Then, when you walk out to bat you can quickly decide your best option and play that way, knowing you have practised hard and are able to get it right.

Let’s stop making “hard hands” a bad thing. Sometimes it is, but often it’s the right way to play and gives you freedom to score. Play to the situation and not to the copybook technique.

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Take More Wickets with This Proven Bowling Drill

Science has proven a way to take your cricket to the next level using a "feedback loop" at training. Bowling with this loop will allow you to quickly improve your cricket, take more wickets, bowl faster and improve your accuracy. All while at nets.

If you can't see the video above, click here.

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Cricket Show S7 Episode 12: G'Day PitchVision

David Hinchliffe is joined by Mark Garaway and Sam Lavery. The chat this episode starts with a discussion around the idea of a "par" score and Garas gives the perfect answer to the common question of "what is a good score on this wicket?"

In the listener's questions, there is a g'day from Tommy, asking about off season training in Australia. Plus a worried Ntando has trials coming up and he wants to get his bowling right.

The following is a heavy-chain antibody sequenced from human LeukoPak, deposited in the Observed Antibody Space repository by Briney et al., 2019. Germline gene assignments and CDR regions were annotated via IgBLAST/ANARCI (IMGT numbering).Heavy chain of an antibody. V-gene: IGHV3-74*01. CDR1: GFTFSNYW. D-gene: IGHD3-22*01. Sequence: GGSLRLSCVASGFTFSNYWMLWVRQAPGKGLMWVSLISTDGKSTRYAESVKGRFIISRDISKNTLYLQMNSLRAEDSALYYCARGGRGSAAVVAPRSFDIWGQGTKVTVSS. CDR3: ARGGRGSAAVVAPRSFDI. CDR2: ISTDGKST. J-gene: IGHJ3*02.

Listen in for the details.


How to Send in Your Questions

If you want to win a cricket coaching prize, you need to send in your burning questions to the show. If your question is the best one we give you a free online cricket coaching course!

Send in your questions via: - email - twitter - Facebook - Google+

Or you can call and leave your question on the Academy voice mail:

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How to Listen to the Show

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Or subscribe manually with the RSS feed. Right click here, copy the link and paste it into the appropriate place for adding new feeds in your podcast subscription software or RSS reader.

You can also download this show onto your computer by clicking the play button at the top of the article, or clicking on the mp3 to download.


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Why You Are Using Video Analysis Wrong

If you have ever watched yourself play cricket on video you know how powerful it is. Usually you feel intense horror at your errors or smug satisfaction at your skills.

These are natural, but are also dangerous. You can end up stressing out about your flaws.

Coaching Lessons from the World Twenty20

The 2016 World Twenty20 had brilliant skills on show.


About PitchVision Academy

Welcome to this week's guide to playing and coaching better cricket.

I'm David Hinchliffe and I'm Director of the PitchVision Academy team. With this newsletter you are benefitting directly from over 25 Academy coaches. Our skills include international runs and wickets, first-class coaching, cutting-edge research and real-life playing experience.


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Issue: 406
Date: 2016-04-08